over a single transmitter by sampling each signal with a rotating
commutator, then converting the sampled information to PWM signals
for transmission to earth.
PCM. Pulse code modulation uses the presence
or absence of a pulse to convey information. In the sample shown
in Fig. 2 (F), the code makes use of a group of four positions,
which may be "filled" with either a pulse or a space (absence of
PWM in Outer Space. If we were to make a block
diagram of the telemetry system used in the Vanguard rocket, it
would break down into the five simple blocks shown in Fig. 3. (See
"Telemetering - Vital Link to the Stars," in the November 1959 issue
of Popular Electronics for a complete discussion of telemetry.)
In Fig. 3, a rotating sampling switch - called a commutator -
samples a number of contacts which are connected to devices that
measure outer space data (cosmic and ultraviolet rays, X-rays, etc.).
Information from the contacts is then sent to the keyer which triggers
a one-shot multivibrator (itself a special type of PWM generator).
With this arrangement, the multivibrator produces pulse signals
whose width varies in accordance with the information (voltage)
supplied to it by the commutator and keyer. The PWM signals are
fed to the oscillator, which modulates the transmitter that sends
satellite performance information to earthbound receiving stations.
"Explorer I," which discovered the Van Allen radiation belt, also
used pulse width modulation. The initial output of the cosmic ray
channel, which carried the Van Allen radiation information, was
a pulse width signal which then frequency-modulated a subcarrier
oscillator. The subcarrier, in turn, phase-modulated the carrier
of the satellite's transmitter. This rather complex sequence of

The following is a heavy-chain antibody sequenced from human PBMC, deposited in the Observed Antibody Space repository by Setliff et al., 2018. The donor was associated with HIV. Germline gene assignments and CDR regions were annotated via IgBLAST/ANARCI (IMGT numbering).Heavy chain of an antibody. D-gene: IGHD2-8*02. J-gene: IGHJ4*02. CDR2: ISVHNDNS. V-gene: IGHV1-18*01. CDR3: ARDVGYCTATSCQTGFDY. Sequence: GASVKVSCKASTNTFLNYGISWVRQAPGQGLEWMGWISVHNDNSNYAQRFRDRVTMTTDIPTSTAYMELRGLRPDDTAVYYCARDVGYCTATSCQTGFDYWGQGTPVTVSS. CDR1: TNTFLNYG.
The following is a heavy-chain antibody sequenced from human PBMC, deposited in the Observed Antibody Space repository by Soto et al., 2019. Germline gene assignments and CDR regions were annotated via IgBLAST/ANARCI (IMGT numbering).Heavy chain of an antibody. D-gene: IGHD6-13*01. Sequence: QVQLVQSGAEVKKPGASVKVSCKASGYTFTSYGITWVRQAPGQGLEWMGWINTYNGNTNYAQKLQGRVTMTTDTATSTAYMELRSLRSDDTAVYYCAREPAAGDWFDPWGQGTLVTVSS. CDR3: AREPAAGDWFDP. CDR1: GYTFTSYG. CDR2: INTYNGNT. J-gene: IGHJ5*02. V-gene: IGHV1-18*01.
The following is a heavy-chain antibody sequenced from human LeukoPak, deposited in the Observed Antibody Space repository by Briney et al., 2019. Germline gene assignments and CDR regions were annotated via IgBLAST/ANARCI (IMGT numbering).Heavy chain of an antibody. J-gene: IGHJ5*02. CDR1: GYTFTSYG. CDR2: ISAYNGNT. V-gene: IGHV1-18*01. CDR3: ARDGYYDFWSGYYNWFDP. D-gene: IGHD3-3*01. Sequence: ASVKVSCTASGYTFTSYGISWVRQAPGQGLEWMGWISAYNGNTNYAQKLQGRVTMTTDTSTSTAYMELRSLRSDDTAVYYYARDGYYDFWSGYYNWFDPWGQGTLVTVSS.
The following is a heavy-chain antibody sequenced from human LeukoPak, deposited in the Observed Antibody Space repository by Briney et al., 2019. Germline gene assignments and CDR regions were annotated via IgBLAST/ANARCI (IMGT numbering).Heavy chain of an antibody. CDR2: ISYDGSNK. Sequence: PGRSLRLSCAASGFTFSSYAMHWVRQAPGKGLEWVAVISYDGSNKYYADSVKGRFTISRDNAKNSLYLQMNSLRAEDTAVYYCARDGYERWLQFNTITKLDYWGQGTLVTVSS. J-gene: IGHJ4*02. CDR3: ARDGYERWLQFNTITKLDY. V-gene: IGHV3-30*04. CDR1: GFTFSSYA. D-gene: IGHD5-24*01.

modulation techniques also occurred on the cosmic dust transmissions
from Explorer 1.
In the PCM system, amplitude of actual signal (A) is
sampled at regular intervals. The samples are rounded off
to whole-number pulse amplitudes - a quantized signal (B)
- and then converted to binary numbers. Binary code chart
(C) gives decimal value of binary numbers.
PCM in Communications. Of all forms of pulse
modulation, the most exciting is pulse code modulation. Says a one-time
Bell Telephone Laboratories scientist: "It's the most sophisticated
communication technique around. It has the advantage of an extremely
high signal-to-noise ratio, plus the added element of secrecy. PCM
is statistical in nature, and it's hard to jam any statistical communication
system - the less predictable the system, the harder it is to design
electronic countermeasures against it."
Suppose you bought a VTVM kit for $29.17, tax included. If a
friend asked you how much you paid for it, you might tell him that
it cost $30.00. Would you be lying? Not at all - you are perfectly
justified in rounding off the numbers to the nearest easily remembered
figure. People are doing this sort of thing all the time. The same
technique is used in pulse code modulation.
For example, if the amplitude of the signal we wish to send is
4.7 volts, PCM would send it through as 5 volts; if the signal amplitude
is 2.37 volts, PCM would transmit it as 2 volts. This simplification
is necessary because the signal has to be coded, and the code uses
only whole numbers.
Let's suppose we want to send the signal shown in Fig. 4 (A).
Sampling pulses sense the amplitude of the signal to be transmitted.
Pulse A, which has a value of 3.2 volts, is changed to an amplitude
of 3 volts as shown in Fig. 4(B). Pulse B, which has a value of
3.8 volts, is changed to an amplitude of 4 volts. This process of
simplifying the original signal in terms of whole numbers is called
quantizing the signal; the result is known as a quantized signal
- see Fig. 4(B).
Once the signal is quantized, it must be coded for transmission
(hence the name, pulse code modulation). For this, the binary code
is used (see "The Language of Digital Computers," Popular Electronics,
January 1958, p. 68).
Each quantized pulse representing the amplitude of the signal
at a given point must be changed into a group of pulses in the PCM